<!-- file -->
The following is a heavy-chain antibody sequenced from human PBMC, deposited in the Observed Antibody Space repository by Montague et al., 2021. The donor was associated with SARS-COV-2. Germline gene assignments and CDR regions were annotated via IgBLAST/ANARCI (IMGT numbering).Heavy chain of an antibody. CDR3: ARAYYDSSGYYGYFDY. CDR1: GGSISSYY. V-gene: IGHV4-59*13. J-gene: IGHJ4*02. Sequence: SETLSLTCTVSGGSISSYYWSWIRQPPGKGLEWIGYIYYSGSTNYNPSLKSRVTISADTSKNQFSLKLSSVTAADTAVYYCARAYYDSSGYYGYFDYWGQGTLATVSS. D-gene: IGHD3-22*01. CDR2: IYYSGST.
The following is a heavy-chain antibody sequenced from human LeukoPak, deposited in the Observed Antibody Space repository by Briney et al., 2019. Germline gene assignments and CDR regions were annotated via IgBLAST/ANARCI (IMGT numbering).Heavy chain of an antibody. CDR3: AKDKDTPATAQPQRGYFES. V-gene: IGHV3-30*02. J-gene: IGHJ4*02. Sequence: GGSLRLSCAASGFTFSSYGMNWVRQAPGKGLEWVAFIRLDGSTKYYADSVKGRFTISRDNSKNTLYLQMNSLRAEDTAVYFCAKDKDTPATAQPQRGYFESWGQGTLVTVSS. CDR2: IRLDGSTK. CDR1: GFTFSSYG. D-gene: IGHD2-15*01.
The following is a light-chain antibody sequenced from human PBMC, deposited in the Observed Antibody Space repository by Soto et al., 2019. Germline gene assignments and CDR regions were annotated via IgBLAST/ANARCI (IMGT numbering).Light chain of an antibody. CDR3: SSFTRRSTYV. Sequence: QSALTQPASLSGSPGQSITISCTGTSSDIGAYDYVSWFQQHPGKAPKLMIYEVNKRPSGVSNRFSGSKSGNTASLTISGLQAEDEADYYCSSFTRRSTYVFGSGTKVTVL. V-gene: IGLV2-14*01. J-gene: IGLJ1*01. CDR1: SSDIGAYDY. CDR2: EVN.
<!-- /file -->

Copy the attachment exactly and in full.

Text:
The following is a heavy-chain antibody sequenced from human PBMC, deposited in the Observed Antibody Space repository by Montague et al., 2021. The donor was associated with SARS-COV-2. Germline gene assignments and CDR regions were annotated via IgBLAST/ANARCI (IMGT numbering).Heavy chain of an antibody. CDR3: ARAYYDSSGYYGYFDY. CDR1: GGSISSYY. V-gene: IGHV4-59*13. J-gene: IGHJ4*02. Sequence: SETLSLTCTVSGGSISSYYWSWIRQPPGKGLEWIGYIYYSGSTNYNPSLKSRVTISADTSKNQFSLKLSSVTAADTAVYYCARAYYDSSGYYGYFDYWGQGTLATVSS. D-gene: IGHD3-22*01. CDR2: IYYSGST.
The following is a heavy-chain antibody sequenced from human LeukoPak, deposited in the Observed Antibody Space repository by Briney et al., 2019. Germline gene assignments and CDR regions were annotated via IgBLAST/ANARCI (IMGT numbering).Heavy chain of an antibody. CDR3: AKDKDTPATAQPQRGYFES. V-gene: IGHV3-30*02. J-gene: IGHJ4*02. Sequence: GGSLRLSCAASGFTFSSYGMNWVRQAPGKGLEWVAFIRLDGSTKYYADSVKGRFTISRDNSKNTLYLQMNSLRAEDTAVYFCAKDKDTPATAQPQRGYFESWGQGTLVTVSS. CDR2: IRLDGSTK. CDR1: GFTFSSYG. D-gene: IGHD2-15*01.
The following is a light-chain antibody sequenced from human PBMC, deposited in the Observed Antibody Space repository by Soto et al., 2019. Germline gene assignments and CDR regions were annotated via IgBLAST/ANARCI (IMGT numbering).Light chain of an antibody. CDR3: SSFTRRSTYV. Sequence: QSALTQPASLSGSPGQSITISCTGTSSDIGAYDYVSWFQQHPGKAPKLMIYEVNKRPSGVSNRFSGSKSGNTASLTISGLQAEDEADYYCSSFTRRSTYVFGSGTKVTVL. V-gene: IGLV2-14*01. J-gene: IGLJ1*01. CDR1: SSDIGAYDY. CDR2: EVN.